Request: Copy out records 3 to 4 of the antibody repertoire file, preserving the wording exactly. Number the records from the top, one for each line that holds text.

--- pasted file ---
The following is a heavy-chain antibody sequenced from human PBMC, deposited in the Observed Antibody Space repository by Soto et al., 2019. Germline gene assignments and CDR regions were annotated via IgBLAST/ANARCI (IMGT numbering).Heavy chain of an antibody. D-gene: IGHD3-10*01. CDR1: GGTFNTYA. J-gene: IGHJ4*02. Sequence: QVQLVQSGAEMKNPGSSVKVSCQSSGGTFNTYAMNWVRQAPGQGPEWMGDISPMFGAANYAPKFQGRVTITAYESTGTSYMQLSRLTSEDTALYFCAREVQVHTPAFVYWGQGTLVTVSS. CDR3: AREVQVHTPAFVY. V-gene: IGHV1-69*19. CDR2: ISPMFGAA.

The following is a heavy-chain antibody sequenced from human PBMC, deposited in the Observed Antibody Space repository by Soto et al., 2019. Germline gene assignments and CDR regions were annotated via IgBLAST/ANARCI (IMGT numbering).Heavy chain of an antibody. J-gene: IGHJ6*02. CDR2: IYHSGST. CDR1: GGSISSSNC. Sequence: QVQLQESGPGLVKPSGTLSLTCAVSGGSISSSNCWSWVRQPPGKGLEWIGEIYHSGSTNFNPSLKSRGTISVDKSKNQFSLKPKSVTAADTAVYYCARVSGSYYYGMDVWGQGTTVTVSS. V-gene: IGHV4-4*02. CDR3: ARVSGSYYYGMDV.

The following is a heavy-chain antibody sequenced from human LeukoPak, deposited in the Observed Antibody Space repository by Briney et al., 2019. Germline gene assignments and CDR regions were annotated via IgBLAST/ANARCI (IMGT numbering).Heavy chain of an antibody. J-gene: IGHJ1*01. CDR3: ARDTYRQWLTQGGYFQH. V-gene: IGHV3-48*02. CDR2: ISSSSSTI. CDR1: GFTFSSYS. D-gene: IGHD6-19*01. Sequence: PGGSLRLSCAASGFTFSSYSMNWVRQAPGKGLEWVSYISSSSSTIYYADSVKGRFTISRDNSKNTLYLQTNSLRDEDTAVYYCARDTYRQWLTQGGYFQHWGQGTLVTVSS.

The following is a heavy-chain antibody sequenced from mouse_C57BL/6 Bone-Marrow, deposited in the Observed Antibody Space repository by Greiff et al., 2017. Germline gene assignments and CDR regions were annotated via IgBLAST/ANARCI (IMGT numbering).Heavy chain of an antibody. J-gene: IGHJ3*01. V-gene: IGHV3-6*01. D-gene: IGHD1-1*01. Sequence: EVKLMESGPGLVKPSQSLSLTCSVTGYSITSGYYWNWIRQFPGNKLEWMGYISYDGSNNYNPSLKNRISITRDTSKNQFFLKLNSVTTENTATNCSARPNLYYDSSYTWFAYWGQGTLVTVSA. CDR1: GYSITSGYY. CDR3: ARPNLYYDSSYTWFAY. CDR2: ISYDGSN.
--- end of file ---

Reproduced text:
The following is a heavy-chain antibody sequenced from human LeukoPak, deposited in the Observed Antibody Space repository by Briney et al., 2019. Germline gene assignments and CDR regions were annotated via IgBLAST/ANARCI (IMGT numbering).Heavy chain of an antibody. J-gene: IGHJ1*01. CDR3: ARDTYRQWLTQGGYFQH. V-gene: IGHV3-48*02. CDR2: ISSSSSTI. CDR1: GFTFSSYS. D-gene: IGHD6-19*01. Sequence: PGGSLRLSCAASGFTFSSYSMNWVRQAPGKGLEWVSYISSSSSTIYYADSVKGRFTISRDNSKNTLYLQTNSLRDEDTAVYYCARDTYRQWLTQGGYFQHWGQGTLVTVSS.

The following is a heavy-chain antibody sequenced from mouse_C57BL/6 Bone-Marrow, deposited in the Observed Antibody Space repository by Greiff et al., 2017. Germline gene assignments and CDR regions were annotated via IgBLAST/ANARCI (IMGT numbering).Heavy chain of an antibody. J-gene: IGHJ3*01. V-gene: IGHV3-6*01. D-gene: IGHD1-1*01. Sequence: EVKLMESGPGLVKPSQSLSLTCSVTGYSITSGYYWNWIRQFPGNKLEWMGYISYDGSNNYNPSLKNRISITRDTSKNQFFLKLNSVTTENTATNCSARPNLYYDSSYTWFAYWGQGTLVTVSA. CDR1: GYSITSGYY. CDR3: ARPNLYYDSSYTWFAY. CDR2: ISYDGSN.